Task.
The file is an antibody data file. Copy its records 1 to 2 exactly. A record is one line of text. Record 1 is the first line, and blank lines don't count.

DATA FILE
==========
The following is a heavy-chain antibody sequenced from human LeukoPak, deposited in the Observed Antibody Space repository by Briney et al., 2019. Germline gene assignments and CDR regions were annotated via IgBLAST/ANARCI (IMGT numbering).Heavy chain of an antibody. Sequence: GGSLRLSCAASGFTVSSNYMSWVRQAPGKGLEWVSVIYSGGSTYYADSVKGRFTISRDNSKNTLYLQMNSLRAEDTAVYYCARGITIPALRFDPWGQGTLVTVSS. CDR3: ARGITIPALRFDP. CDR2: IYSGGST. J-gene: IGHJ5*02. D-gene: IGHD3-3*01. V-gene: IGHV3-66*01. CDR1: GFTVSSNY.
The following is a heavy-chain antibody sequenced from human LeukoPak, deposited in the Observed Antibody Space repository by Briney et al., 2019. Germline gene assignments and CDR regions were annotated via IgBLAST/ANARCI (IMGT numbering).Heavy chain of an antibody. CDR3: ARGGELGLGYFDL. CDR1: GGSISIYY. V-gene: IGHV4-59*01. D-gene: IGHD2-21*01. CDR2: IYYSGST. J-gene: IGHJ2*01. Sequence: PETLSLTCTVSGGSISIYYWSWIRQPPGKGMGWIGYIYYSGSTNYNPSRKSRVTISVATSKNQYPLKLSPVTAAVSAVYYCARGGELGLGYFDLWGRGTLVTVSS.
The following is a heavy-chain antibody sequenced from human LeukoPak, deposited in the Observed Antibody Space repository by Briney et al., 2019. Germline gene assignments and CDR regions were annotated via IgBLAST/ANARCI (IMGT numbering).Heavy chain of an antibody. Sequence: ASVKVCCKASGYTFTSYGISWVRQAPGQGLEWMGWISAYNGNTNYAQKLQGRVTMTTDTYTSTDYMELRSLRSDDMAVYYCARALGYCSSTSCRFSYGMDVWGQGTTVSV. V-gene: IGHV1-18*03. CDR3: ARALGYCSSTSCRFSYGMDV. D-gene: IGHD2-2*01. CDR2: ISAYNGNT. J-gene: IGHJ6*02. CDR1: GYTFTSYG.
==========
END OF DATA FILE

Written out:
The following is a heavy-chain antibody sequenced from human LeukoPak, deposited in the Observed Antibody Space repository by Briney et al., 2019. Germline gene assignments and CDR regions were annotated via IgBLAST/ANARCI (IMGT numbering).Heavy chain of an antibody. Sequence: GGSLRLSCAASGFTVSSNYMSWVRQAPGKGLEWVSVIYSGGSTYYADSVKGRFTISRDNSKNTLYLQMNSLRAEDTAVYYCARGITIPALRFDPWGQGTLVTVSS. CDR3: ARGITIPALRFDP. CDR2: IYSGGST. J-gene: IGHJ5*02. D-gene: IGHD3-3*01. V-gene: IGHV3-66*01. CDR1: GFTVSSNY.
The following is a heavy-chain antibody sequenced from human LeukoPak, deposited in the Observed Antibody Space repository by Briney et al., 2019. Germline gene assignments and CDR regions were annotated via IgBLAST/ANARCI (IMGT numbering).Heavy chain of an antibody. CDR3: ARGGELGLGYFDL. CDR1: GGSISIYY. V-gene: IGHV4-59*01. D-gene: IGHD2-21*01. CDR2: IYYSGST. J-gene: IGHJ2*01. Sequence: PETLSLTCTVSGGSISIYYWSWIRQPPGKGMGWIGYIYYSGSTNYNPSRKSRVTISVATSKNQYPLKLSPVTAAVSAVYYCARGGELGLGYFDLWGRGTLVTVSS.